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Nice lexing approach. I wonder if it's possible to do in vanilla Python, or I'd need something like Stackless for it
Elazar Leibovich's profile photoPiet Delport's profile photoEli Bendersky's profile photoShane Jensen's profile photo
Everything possible with channels (which does not require the scheduler), is possible with python's yield. And yes, it's an excellent talk. Look at "concurrent is not parallel" if you liked this, also have a look at my humble slides: interesting part from slide 40.
+Elazar Leibovich the problem is that his state functions both put stuff in channels (~ yield) and return the next state function. Maybe one can cook something up with PEP 380
I'll give it a look this evening. I can only tell, that some examples in my slides, are definitely not possible with single thread + coroutines ;-)
I don't think you need generators to do this in Python, nor something like Stackless.

The first version of the talk's lexer, using goroutines, should correspond to a generator-based coroutine sending parsed items over a Queue, in Python.

The second version of the lexer, modified to work without goroutines, would involve the same modifications in Python: removing the use of generators, adding a length to the Queue (turning it into a ring buffer), and using the modified nextItem() state machine runner / trampoline.
You can do without "yield from": it's a convenient syntax, but doesn't provide fundamentally new functionality.

(For Python < 3.3, there are a bunch of libraries that offer helpers to write code that looks essentially the same as with "field from"; a large part of PEP 380's motivation is to obviate them, by making it built-in syntax.)
+Piet Delport thinking about this a bit more, I'm not sure you right. A size-limited Queue will actually block, forcing you to do the pulling (i.e. a parser) in another thread.

Therefore the "channel" passing stuff to the caller should be via Python's generator interface - caller pulls a new token by calling .next() (or .send()), which advances the lexing coroutine somewhere.

Do you have code where you tried to implement this?
As far as i understand, a Go channel will block in the same way as a Queue. The second version of the algorithm works by emptying and returning the pending items from the channel/queue before each state function invocation: the only assurance you need is that the channel/queue is at least as large as the maximum number of items that any given state function will enqueue at one time. (That is the magic number 2 that Rob Pike refers to, for this lexer.)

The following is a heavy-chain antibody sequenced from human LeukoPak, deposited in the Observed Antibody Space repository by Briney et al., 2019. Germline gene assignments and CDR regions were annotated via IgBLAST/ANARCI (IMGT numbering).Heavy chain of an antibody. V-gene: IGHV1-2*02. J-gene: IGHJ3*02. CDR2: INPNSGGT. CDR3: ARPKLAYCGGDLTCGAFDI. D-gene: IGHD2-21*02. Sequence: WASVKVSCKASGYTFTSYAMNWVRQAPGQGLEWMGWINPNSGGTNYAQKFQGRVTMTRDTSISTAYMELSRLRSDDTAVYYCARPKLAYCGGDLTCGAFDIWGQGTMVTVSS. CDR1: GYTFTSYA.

As Rob Pike explains in the Q&A, the second version does not require that the channel/queue be size-limited, and in fact does not require it to be a channel/queue: you could replace it with a plain list, at this point.

I haven't tried implementing this, though. Caveat emptor. :)
+Piet Delport OK, enough babbling, time to code ;-)

Here is a first attempt - partial, but addresses the core issues:

It needs Python 3.3 (for PEP 380 "yield from"). All in all it looks quite similar to Pike's Go code. PEP 380 allows to cleanly mix the two paths (returning next state function on one hand, and yielding tokens on the other hand).

I'll write a blog post once I have a fuller implementation.
+Eli Bendersky: Cool. :)

I forked and added some variations to your gist (using generators, threads, and no concurrency), to show what i mean.

In the original version, the use of yielding (instead of queues/channels) to convey tokens is a red herring, i think: it bears no relation to the Go code. The way to think about it is that for generator-based tasks / coroutines, `yield` is only a way for generators to signal their scheduler, not a way to convey data in general.
+Piet Delport Nicely done. In the meantime I've completed more functionality based on my approach and I like the way it came out. I agree it's not really parallel to Pike's Go code, but it is Pythonic which is more important. I'll mention your alternatives when I write about it.
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